-“Oh, I’ve received such good news! I’m so happy!”
-“My son! He’s finally bringing his girlfriend to meet me- I think they’ve decided to get married! I’ve been so worried about him… you know, that he would never settle down…. But now I think it’s serious! Oh I am sooooo happy…..”
This little exchange reminded me so intensely of my own grandmother, bursting into tears whenever recalling the un-married status of her youngest son, now well over forty, that for instant I felt she was in the same room us, with me and my Canadian friend. Then I snorted, mentally. Mothers! Obssessed with the private lives of their children! Obssessed with who their son is marrying or not marrying! All over the world, the same! Whole civilisations, whole cultures built around parental obssession with their children’s partners! When, where, who, how, and why?
I have not had the privilege of interacting with many Canadian families up close and personal, my occasional dalliances with Canadians being of the studenty-professional-non-family-sort. And so, I had more or less received the impression that turned 18, the young Canadian would launch their wings and fly out of the parental home, returning occasionally when broke, out of a job, recently dumped, or at Christmas. Civilised, you know. Not like us third-worlders, forever hooked on the umblical cord, pining away from depression if forty-eight hours pass without seeing or calling our mum.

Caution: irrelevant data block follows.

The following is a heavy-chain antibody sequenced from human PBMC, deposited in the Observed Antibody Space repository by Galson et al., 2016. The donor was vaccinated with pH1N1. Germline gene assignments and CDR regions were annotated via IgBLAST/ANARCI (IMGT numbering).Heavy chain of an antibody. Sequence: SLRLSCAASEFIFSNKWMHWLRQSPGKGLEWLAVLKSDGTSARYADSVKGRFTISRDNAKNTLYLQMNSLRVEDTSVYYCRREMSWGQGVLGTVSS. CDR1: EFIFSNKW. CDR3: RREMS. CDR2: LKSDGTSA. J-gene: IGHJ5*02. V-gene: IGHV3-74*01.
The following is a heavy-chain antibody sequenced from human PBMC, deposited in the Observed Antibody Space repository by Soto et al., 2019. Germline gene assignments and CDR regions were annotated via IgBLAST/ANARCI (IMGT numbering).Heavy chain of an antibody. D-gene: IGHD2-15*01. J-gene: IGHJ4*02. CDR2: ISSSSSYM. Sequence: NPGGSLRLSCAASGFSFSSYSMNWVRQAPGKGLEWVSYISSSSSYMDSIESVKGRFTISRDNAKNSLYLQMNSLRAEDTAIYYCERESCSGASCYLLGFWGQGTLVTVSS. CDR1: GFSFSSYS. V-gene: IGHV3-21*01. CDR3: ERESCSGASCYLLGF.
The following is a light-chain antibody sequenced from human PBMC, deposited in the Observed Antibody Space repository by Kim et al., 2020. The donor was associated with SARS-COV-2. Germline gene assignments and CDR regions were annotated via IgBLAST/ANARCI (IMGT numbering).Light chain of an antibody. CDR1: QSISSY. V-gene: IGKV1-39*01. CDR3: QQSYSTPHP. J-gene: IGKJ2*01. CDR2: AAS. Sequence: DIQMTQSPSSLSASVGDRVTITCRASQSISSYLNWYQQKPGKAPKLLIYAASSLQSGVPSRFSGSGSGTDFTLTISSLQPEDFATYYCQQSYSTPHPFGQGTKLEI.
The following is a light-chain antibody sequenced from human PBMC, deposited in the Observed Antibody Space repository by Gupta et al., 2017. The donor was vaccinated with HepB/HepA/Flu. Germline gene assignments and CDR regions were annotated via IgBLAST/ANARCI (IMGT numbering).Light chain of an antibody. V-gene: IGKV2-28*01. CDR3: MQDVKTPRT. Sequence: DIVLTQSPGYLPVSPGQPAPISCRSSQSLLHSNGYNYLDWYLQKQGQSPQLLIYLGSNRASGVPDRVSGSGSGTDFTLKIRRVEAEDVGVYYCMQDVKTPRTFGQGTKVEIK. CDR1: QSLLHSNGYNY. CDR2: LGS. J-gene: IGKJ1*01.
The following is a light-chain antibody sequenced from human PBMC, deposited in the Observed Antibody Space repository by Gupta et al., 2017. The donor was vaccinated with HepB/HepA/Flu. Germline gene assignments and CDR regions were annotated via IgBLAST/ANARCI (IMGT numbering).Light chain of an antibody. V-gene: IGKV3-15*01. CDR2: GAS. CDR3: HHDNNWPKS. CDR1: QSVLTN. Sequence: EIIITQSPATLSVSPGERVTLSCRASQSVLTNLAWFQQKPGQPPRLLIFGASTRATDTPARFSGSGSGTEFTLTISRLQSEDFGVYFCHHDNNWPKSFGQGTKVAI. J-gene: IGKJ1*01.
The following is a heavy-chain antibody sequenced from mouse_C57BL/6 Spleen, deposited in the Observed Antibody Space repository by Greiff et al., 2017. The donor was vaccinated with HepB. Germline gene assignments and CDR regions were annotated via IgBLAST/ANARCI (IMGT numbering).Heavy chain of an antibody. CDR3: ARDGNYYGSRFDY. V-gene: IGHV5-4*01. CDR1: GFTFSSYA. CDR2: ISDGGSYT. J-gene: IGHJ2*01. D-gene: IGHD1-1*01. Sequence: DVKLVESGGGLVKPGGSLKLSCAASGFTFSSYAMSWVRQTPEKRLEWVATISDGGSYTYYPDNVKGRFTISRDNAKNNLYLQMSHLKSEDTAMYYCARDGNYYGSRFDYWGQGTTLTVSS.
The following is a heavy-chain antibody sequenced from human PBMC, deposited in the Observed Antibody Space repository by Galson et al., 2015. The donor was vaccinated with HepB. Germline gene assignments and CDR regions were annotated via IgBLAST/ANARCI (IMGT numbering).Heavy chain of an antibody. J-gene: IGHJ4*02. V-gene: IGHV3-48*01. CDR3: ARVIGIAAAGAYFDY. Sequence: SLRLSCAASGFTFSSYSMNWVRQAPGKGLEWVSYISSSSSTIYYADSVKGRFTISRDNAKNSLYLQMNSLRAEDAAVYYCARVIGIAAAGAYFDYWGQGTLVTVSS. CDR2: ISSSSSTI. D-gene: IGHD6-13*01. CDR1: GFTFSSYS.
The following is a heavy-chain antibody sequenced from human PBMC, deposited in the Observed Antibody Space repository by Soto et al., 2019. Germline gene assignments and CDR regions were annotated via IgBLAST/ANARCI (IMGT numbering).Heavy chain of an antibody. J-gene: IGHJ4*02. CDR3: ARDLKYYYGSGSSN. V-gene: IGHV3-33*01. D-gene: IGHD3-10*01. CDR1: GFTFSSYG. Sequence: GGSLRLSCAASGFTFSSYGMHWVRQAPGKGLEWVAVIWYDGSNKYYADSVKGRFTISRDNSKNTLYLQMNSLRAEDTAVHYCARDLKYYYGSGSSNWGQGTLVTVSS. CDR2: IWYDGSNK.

But now, as I gradually spend more time with `real` Canadians, I think, perhaps they are not so different from us after all. The style is different, you could say, but the content is more or less the same. Expressions are different, emotions are the same. My grandmother wears a chador, and has recited well over a million rak’ats of prayers over the years, my Canadian friend has naked hair, and celebrates the news of her son’s possible marriage with a glass of wine. Yet they are both paranoid about one thing: what is their son up to now?